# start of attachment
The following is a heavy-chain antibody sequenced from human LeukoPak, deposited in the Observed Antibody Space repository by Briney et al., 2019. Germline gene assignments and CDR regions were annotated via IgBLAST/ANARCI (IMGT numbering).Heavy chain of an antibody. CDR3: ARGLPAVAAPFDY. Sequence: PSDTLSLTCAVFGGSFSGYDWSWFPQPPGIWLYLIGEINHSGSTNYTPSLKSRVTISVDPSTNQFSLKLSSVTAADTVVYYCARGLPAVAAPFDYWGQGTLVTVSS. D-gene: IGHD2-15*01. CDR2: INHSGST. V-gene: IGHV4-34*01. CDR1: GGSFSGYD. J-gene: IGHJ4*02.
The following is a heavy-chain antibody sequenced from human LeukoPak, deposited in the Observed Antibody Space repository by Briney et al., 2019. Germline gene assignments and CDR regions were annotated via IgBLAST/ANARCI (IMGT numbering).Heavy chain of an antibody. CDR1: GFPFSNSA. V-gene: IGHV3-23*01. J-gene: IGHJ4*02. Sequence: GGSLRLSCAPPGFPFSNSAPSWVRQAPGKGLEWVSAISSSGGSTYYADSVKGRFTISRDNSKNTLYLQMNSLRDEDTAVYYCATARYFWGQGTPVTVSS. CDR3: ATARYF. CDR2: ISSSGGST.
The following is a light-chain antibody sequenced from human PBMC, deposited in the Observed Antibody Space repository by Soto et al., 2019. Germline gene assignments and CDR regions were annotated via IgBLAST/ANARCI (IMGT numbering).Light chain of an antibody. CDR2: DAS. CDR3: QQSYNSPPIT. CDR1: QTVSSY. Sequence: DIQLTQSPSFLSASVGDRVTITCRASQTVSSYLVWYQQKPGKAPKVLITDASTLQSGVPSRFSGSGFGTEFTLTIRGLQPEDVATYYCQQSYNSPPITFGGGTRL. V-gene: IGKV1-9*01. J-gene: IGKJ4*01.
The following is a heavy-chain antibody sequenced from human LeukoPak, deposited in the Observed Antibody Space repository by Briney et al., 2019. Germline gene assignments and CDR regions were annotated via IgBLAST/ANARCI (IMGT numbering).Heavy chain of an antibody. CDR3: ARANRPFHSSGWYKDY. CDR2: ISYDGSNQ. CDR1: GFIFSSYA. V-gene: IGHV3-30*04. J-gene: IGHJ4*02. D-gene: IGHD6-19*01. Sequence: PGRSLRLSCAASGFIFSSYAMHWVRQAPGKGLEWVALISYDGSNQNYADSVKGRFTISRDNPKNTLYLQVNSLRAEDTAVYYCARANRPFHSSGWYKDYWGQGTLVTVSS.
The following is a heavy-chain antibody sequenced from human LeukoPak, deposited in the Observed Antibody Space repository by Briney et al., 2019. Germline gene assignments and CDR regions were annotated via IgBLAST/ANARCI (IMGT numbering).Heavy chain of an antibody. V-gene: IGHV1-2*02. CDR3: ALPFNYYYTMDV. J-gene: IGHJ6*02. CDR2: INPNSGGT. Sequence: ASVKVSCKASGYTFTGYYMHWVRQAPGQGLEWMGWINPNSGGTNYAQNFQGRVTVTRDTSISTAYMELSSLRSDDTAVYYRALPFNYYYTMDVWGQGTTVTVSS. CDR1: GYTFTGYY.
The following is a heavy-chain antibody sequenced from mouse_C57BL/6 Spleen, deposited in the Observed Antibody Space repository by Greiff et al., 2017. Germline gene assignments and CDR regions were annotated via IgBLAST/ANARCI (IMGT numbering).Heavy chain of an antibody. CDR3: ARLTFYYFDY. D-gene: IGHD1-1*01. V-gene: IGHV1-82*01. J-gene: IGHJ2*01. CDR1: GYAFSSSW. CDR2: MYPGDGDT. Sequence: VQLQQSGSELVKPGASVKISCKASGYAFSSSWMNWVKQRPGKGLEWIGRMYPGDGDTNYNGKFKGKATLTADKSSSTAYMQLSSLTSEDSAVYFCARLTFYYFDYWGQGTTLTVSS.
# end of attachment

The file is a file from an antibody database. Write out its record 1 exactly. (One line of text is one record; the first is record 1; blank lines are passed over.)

The following is a heavy-chain antibody sequenced from human LeukoPak, deposited in the Observed Antibody Space repository by Briney et al., 2019. Germline gene assignments and CDR regions were annotated via IgBLAST/ANARCI (IMGT numbering).Heavy chain of an antibody. CDR3: ARGLPAVAAPFDY. Sequence: PSDTLSLTCAVFGGSFSGYDWSWFPQPPGIWLYLIGEINHSGSTNYTPSLKSRVTISVDPSTNQFSLKLSSVTAADTVVYYCARGLPAVAAPFDYWGQGTLVTVSS. D-gene: IGHD2-15*01. CDR2: INHSGST. V-gene: IGHV4-34*01. CDR1: GGSFSGYD. J-gene: IGHJ4*02.